The idea that traditions are a kind of stand-in where old connections break down seems especially apt in settler colonies where the relationship to the past and a present community often amounts to nothing more than a shopping list of shared habits and references. Gumboots as culture. I appreciate that description could come across as banal, or even malicious, but it gets close to the impulses apparently guiding the alleged shooter: the search for meaningful political connections and political community. As he saw it Australia had no identity to offer. Instead he found his connection in an “imagined community
” – in violent European nationalisms – and online.
“I am a racist”, the man writes in his manifesto
. His neo-fascists comrades were too.
2 One of the first inspirations he cites is Luca Traini
, a 28-year-old Italian neo-Nazi who, with a 9mm glock, went on a drive-by shooting injuring six African migrants in Macarata in 2018. The racist rampage lit a fuse under that year’s Italian general election. The left went after Matteo Salvini, the League Party leader, the same party in which Traini stood as a mayoral list candidate, for inspiring his violent work. In an ordinary election a political leader would make an immediate climb down, condemning Traini and his crimes. But Salvini, best known in the English-speaking world for closing harbours to refugees crossing the Med, was surprisingly consistent. He said the left had “blood on its hands” for packing the country with “illegal migrants”. The unspoken implication: Traini was doing his patriotic duty.
The alleged shooter, watching on from another hemisphere, found a brother in arms. The two men had built their identities around all the same hatreds and had clothed their boogeymen in all the same threads. One stitch for migrant “invaders”. Two stiches for liberals and Marxists, and a needle for the “race traitors” among them. But where the twin gunmen’s hatred really met, transforming from online big noting to a real-life passion, was in protecting “their” women. Traini undertook his crime as an apparent act of revenge against the three Nigerian refugees in court for killing 18-year-old Pamela Mastropietro.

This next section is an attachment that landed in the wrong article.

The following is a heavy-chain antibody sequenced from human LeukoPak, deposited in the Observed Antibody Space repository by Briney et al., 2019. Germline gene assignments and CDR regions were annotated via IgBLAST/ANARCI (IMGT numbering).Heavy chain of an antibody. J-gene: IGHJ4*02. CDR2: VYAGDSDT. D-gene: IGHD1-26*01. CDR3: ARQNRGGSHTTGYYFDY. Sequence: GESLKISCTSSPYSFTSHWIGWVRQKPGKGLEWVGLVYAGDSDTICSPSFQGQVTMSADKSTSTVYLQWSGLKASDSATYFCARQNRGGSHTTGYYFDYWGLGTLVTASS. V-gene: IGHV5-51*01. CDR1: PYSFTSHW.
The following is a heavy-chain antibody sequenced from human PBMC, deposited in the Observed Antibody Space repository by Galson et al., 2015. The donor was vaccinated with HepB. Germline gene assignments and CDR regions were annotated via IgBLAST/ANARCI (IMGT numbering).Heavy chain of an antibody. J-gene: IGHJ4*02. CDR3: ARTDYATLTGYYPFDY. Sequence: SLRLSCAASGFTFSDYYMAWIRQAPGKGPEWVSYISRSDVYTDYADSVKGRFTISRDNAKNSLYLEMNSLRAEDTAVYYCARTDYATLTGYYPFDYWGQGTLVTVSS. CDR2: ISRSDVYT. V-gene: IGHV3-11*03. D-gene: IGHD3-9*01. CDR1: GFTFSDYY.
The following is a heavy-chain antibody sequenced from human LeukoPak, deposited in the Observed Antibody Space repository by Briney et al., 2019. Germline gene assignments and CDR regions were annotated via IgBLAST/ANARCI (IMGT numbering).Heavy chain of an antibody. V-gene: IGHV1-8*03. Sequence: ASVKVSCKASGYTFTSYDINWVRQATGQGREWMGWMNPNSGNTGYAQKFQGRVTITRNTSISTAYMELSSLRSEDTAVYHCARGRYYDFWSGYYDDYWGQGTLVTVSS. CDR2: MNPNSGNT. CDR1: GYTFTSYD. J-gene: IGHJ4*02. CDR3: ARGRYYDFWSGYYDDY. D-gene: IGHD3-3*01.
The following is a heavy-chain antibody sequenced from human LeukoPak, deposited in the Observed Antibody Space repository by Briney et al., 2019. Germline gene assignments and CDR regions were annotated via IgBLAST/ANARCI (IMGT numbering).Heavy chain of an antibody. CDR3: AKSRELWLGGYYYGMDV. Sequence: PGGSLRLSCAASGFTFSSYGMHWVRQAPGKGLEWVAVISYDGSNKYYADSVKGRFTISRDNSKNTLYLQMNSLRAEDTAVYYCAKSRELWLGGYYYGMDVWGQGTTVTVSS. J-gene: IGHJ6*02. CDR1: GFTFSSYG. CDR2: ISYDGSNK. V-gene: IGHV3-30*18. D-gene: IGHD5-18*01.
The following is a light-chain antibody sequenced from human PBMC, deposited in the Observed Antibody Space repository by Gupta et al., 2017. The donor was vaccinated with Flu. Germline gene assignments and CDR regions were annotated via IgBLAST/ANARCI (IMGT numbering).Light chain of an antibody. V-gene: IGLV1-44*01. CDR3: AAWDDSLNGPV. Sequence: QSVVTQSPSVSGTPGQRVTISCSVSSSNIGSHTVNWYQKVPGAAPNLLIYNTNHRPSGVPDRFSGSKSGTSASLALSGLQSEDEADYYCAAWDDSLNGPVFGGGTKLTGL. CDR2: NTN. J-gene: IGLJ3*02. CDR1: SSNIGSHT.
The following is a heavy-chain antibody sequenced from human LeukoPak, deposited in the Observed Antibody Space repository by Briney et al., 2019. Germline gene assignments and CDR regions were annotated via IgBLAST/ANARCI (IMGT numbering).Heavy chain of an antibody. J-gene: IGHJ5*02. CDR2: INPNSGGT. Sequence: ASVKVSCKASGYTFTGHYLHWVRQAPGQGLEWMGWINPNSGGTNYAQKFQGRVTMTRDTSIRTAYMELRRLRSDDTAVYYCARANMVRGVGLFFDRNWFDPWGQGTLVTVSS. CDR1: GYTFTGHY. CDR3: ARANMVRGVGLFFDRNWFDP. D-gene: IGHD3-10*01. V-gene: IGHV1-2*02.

In his manifesto the alleged shooter offers a similar provocation
, taking 11-year-old Ebba Akerlund’s death as his red pill. In his self-mythologising, the Stockholm truck attack, a deadly terrorist attack that took Akerlund’s and four other lives, was his waking moment. “It was another terror attack in the seemingly never-ending attacks that had been occurring on a regular basis throughout my adult life,” he wrote
. “But for some reason this was different”. What was that difference? Akerlund. An innocent. It’s a vile misuse – he doesn’t care for anyone or anything beyond himself – but the narrative demands an affect, the shooter turning in his coward’s rags for a knight’s armour.
For neo-fascists it’s essential to tell their origin stories through the opposite sex. For aspiring movement leaders like the alleged shooter it’s the fight to protect the “virtue” of “our women” against “Muslim rapists” that forces their hand. For lurkers, shitposters, and like-avores it’s the feminists and “Staceys” who never recognise the genius and vigour of their own race (plain meaning: “women don’t want me”) who lead them into fascism. Santa Barbara shooter Elliot Rodger, a martyr for beta males, undertook his crimes and suicide as an apparent act of “retribution” against women for denying him the sex and love he thought of as his by right.
This, not the customary declarations of love for the race, or even the thrill of sharing the same enemies, is usually the heart of online fascism – it’s a reaction against women.
In Male Fantasies
the German sociologist Klaus Theweleit argues the fascist men who fought against the Weimar Republic from 1918 to 1933, and who went on to prominent positions and a political home in the Nazi regime, were in their heads and hearts afraid of women. For the “Freikorps” there were two womanly classes: White Women, “the nurses” representing order and servitude to men and country; and Red Women, “the communists” representing disorder, whoring, and the end of patriotic men. The latter were the women the paramilitary movement were under an obligation to kill. In one speech a general complains that when “a few old girls get blown up the whole world starts screaming about bloodthirsty soldiers”.
“As if women were always innocent,” he said.
This is why every fascist movement purges women first – metaphorically and actually. In Ruth Ben-Ghiat’s Italian Fascism’s Empire Cinema
the American historian describes how films under the Duce’s regime “remove the Italian woman from the colonial space”, portraying the colonies as where men might find purpose through trans-national thuggery, and attacking women’s emancipation at home as a “corrupting” force and a check on the people’s success. The alleged shooter undertook his killings with similar illusions. That he could forge a new identity in gun fire and blood, and that liberated women (and Jews) were responsible for his personal and racial decline. In his manifesto the opening line is “it’s the birth rates